For the space against the fence, where there is marginally more soil, they recommended two evergreen ferns: Polystichum makinoi and Phyllitis scolopendrium cristatum.
Now, I’ve never been a huge fan of begonias but I fell in love with the orange flowers of Begonia southerlandii and Tony suggested the white flowered Begonia evansiana ‘Snowpop’ would be a good partner. Both, he assured me, are fully hardy and well able to cope with the less than ideal conditions.
For the thin strip at the foot of the wall, they suggested Cardamine trifolia, which has what Sylvia describes as ‘clouds of white flowers’. It should spread happily to fill the space.
Continuing with the begonia theme, wall planters that have in the past been used for violas, now have some cream-flowered begonias that I found at another local grower, Dundry Nurseries. I liked their long, tubular flowers and slight bronze tinge to the stems, which works well with the rusty planters and old bricks. The begonias are in plastic pots that sit inside the terracotta so that I can change the planting easily.
Finally, I shifted the old sink into a better position in the courtyard and planted it with mint while the chimney pot has been moved to another part of the garden.
I’m pleased with the transformation and the courtyard is already proving popular – especially as a cool place to escape the recent heat. I can see the table and chairs being well used.
• Brundle Gardener’s table and chairs are available from garden centres and online stockists. The suggested retail price is £119.99.
Argyranthemum ‘Banana Split’
A little bit of show garden magic will be coming to the Cotswolds this weekend as leading designer Paul Hervey-Brookes sells plants from his gold medal-winning design at RHS Hampton Court Palace Flower Show (pictured top).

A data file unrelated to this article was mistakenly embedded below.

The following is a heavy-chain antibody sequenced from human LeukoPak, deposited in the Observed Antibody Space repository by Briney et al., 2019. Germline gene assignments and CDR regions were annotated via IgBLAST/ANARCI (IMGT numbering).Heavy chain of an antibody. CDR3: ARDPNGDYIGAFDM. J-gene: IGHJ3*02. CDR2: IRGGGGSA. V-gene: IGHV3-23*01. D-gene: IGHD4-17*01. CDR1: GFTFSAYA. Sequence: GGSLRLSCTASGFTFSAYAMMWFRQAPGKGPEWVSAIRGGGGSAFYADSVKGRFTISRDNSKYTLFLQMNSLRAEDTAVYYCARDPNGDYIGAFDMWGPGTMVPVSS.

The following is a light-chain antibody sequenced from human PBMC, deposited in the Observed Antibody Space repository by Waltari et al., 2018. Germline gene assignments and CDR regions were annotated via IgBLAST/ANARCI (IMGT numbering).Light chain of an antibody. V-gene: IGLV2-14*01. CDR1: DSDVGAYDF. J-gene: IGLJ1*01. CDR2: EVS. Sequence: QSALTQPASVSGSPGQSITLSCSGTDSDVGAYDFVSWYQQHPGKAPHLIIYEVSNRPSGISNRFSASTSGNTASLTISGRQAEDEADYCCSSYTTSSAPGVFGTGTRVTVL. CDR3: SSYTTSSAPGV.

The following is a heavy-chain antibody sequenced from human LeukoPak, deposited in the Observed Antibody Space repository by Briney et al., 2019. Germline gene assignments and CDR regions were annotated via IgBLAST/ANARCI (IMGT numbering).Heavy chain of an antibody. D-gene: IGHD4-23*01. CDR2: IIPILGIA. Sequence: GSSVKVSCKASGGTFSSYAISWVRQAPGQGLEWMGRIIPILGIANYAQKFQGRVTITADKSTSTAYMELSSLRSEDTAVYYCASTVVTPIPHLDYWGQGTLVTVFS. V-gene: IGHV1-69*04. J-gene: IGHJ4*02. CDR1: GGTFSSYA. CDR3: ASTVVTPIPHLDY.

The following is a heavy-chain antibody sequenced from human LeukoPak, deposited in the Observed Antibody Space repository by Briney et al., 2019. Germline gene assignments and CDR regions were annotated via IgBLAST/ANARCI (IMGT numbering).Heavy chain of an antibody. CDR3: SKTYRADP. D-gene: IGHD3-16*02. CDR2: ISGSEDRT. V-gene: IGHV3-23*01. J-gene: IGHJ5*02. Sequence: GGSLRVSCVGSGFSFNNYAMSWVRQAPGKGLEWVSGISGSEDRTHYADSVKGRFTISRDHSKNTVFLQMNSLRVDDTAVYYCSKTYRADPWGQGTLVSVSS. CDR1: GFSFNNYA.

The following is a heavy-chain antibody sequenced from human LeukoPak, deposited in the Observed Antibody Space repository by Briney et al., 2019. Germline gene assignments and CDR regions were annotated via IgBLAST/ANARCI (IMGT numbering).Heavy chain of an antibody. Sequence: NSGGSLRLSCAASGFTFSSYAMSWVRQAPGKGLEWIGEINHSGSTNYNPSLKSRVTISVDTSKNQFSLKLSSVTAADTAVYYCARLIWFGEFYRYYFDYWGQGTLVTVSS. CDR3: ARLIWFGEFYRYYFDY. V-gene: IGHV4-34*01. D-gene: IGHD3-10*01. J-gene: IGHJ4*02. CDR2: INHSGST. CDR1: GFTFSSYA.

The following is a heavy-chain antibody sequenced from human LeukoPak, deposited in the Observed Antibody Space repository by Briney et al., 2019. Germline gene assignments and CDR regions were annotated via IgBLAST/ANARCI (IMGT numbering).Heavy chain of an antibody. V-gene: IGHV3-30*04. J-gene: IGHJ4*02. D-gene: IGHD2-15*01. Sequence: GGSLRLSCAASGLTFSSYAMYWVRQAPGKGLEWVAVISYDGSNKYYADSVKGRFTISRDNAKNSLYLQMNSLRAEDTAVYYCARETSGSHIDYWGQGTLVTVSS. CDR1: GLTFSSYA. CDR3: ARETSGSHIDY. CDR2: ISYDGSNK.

Hostas, beautiful blue chicory, Verbena bonariensis, asters, myrtle and some large shrubs that last week were being admired by the Hampton show crowds are among the plants on sale. The Garden of Discovery, for Viking Cruises, won Paul his ninth gold medal, six of them consecutively.
The plant sale is raising money for the Dogs Trust in memory of Paul’s husband, Yann Eshkol, who died a year ago.
“Yann was always very keen on animals and them being cared for and our dogs are all rescue animals,” says Paul, who is based in Stroud.
The Dogs Trust was chosen because Yann died just weeks after last year’s Hampton show where Paul won gold with a dog friendly garden for the animal charity.
Slad Valley House in Stroud is hosting the plant sale as part of two National Garden Scheme open days on Saturday and Sunday July 16 and 17.
The one-acre informal garden is set around an 18th house and is gradually being restored by the owners, Debbie and Michael Grey.
“The garden is interesting because it’s turning what was a mill owner’s house back into a home after being used for a variety of different things over the past 40 years,” says Paul. “It is bringing a garden back to life.”